Monthly Archives: December 2009

>Spelling Skills

>Grade 5: A Spelling Program That Works: Spelling Through Morphographs

OK … so I am the very first to admit that when this spelling program came across my desk I hated the look of it … well, I hated the idea of it.
It’s totally, utterly & completely teacher directed, dry, came with workbooks and a script (that you weren’t allowed to deviate from) etc., etc.

But what the heck … it’s my job & it was handed to me by someone I trust in completely(!), and so …. I gave it a shot …

& guess what happened? Yup, that’s right! I found that I loved it! More importantly, my students did too!

It’s still pretty dry (it helps if you can be a little silly during the delivery) but the kids love it. They love it because they feel successful …. because it works!

So here is the deal (it’s called “Spelling Through Morphographs”.) &
here’s the drill:

1) All words are made up of morphographs.
2) A morphograph is the smallest part of a word that has meaning.
3) Morphographs are base words, prefixes and suffixes.
4) All morphographs have meaning.

Throughout the program students are taught to spell morphographs and the rules for combining them.
Students use these rules and strategies to spell thousands of words!

To spell “repacking”:
– You know that “re-” means “again”
– You know that “-ing” means when you are doing something
– Therefore “repacking” is the act of packing again (and that’s how you spell it).

To spell “misspelling”:
– You know that “mis-” means “wrong”
– You know that “-ing” means when you are doing something
– Therefore “Misspelling” is the act of spelling a word wrong (and that’s how you spell it).

Four a more complete outline check out the following site.

Anyway, you get the idea.

My Grade 5 boys also take the rules/skills they learn in this program and apply them to their reading; to decode words and figure out word meanings.

(As an aside: When reading it can be really hard to sound out words by breaking them into syllables if you can’t read the words. When my boys are really stumped I will sometimes tell them to break the words down into morphographs.)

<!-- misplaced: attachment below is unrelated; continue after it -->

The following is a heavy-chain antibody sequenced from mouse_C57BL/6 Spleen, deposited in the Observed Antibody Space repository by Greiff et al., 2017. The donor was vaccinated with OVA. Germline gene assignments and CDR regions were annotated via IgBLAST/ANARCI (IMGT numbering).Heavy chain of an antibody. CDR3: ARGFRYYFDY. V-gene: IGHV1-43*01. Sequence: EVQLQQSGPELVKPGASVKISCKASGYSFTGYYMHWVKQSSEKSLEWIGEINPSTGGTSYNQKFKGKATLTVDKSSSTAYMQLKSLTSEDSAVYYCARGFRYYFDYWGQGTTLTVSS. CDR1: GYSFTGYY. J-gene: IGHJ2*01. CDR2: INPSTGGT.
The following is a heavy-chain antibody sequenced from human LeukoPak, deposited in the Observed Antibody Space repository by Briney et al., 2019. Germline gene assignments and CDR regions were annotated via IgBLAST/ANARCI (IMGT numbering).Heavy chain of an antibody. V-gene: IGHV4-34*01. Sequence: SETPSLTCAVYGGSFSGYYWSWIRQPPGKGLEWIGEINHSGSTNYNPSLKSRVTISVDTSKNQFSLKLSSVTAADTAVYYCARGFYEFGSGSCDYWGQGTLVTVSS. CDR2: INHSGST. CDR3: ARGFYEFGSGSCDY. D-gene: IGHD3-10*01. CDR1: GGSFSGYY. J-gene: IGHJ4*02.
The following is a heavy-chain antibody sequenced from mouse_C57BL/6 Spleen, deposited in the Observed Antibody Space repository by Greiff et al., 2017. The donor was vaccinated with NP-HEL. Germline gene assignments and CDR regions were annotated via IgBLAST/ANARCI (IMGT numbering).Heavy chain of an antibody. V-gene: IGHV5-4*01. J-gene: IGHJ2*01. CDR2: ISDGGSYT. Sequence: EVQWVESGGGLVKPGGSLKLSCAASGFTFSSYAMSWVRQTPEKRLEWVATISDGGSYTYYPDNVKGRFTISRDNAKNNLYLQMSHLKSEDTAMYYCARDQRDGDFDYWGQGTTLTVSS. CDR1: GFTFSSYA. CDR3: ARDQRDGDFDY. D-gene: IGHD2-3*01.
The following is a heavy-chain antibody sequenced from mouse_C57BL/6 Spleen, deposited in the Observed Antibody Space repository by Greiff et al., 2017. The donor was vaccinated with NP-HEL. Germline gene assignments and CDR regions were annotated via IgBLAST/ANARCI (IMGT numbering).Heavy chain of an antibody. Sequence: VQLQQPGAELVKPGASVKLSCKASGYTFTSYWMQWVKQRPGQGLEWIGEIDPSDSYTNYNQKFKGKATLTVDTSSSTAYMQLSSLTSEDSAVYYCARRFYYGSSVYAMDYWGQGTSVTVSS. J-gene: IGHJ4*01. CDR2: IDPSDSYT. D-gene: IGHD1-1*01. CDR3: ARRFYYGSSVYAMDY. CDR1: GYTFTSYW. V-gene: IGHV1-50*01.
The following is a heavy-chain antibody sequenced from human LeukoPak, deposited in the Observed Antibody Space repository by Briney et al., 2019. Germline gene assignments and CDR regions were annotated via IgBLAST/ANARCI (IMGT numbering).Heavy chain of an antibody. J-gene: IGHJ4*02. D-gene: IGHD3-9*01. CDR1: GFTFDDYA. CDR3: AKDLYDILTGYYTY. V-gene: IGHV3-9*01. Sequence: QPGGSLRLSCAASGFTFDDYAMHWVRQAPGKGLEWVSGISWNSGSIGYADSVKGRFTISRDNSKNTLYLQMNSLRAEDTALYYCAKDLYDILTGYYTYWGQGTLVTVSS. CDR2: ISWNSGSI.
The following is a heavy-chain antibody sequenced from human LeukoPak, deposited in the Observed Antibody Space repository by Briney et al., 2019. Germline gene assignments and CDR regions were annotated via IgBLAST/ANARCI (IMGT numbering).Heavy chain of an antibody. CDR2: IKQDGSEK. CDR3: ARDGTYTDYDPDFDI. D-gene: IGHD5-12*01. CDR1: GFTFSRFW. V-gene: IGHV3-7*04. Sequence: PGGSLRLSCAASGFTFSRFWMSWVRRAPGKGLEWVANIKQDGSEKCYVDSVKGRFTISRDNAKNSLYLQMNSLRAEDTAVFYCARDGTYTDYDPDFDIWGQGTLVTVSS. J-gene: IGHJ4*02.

Like any appropriate classroom approach this isn’t the only spelling instruction we’re engaged in. I use personal dictionaries, a word study approach, a multi-sensory teaching approach, phonics, games, etc.

I do however present a morphographs lesson 4 out of 5 days a week on average.

It’s just that good!
Who knew!!!!!

>My’hood … Come on over to play!!!

>My’hood …
I love where I “rest my hat” …

I have cut & copied the intro. from the site above … read & then explore the site! There’s a ton to see and do!

“As one of Toronto’s most dynamic and progressive neighbourhoods, the West Queen West Art + Design District is an eclectic cultural Mecca boasting over 300 of the city’s most creative businesses and attractions including art galleries, designers, unique clothing and furniture stores, restaurants, nightlife spots and boutique hotels. Located on the 2 kilometer strip of Queen Street that runs between Bathurst Street and Gladstone Avenue, West Queen West is a hub of activity from morning till night and is the destination of choice for creative Torontonians and tourists of all ages and backgrounds.”


>Math Skills Development: Dyscalculia

>Math Skills Development & Dyscalculia

Ok, so we are all at least somewhat familiar with the concept of dislexia … & now (to be fair to our children!) let’s explore the concept of dyscalculia.

Step I: Let’s consider two general questions:
1. Does you child experience “math anxiety” and frustration?
2. Is he a happy, bright child, and yet no matter how hard he works on a math concept(s) he just doesn’t seem “get it”, grasp it, be able to apply it?

If you have answered “Yes” to the above then your child may have “dyscalculia”.

Discalaula is defined as, “a broad term for severe difficulties in math. It includes all types of math problems ranging from inability to understand the meaning of numbers to inability to apply math principles to solve problems. Dyscalculia is one type of learning disability that can be served in special education programs.” from:

Step II:
Review the checklist
below … Does any of what follows apply to your child and his “Math Experience”?

(A) Does he experience difficulty:
… understanding our base ten number system
… with number concepts
… following directions, sequencing, organization
… recognizing & extending patterns
… counting
… remembering number facts
… with mental math (e.g. working it out in his head)
… processing information / speed
… estimating (& he has been exposed to estimating strategies)
… with sequential memory
… explaining math concepts; how he arrived at an answer
… time & measurement

(B) Does he often:
… transpose/reverse numbers
… confuse number signs (e.g. + – x /)
… confuse: plus, minus, add, take away, altogether, in total, find the difference, add on, borrow, etc..

(C) Does he experience:
… math anxiety
… frustration

Step III: Where do you go from here?
… talk to your child.
… talk to your child’s teacher.
… be clear about his strengths and needs – build on strengths and address needs.
… find additional support for your child
refer to the articles below.
(Have a read, & let me know what you think!)

All the best,

Building Success in Reading & The Matthew Effect

Success in Reading

Simply put: Reading is a gift. … & to love to read is even better 😉

Parents often ask why some children are better readers than others … and of course to this there is no simple answer.

Recently, however a colleague came to me with the following article about something called “The Matthew Effect” (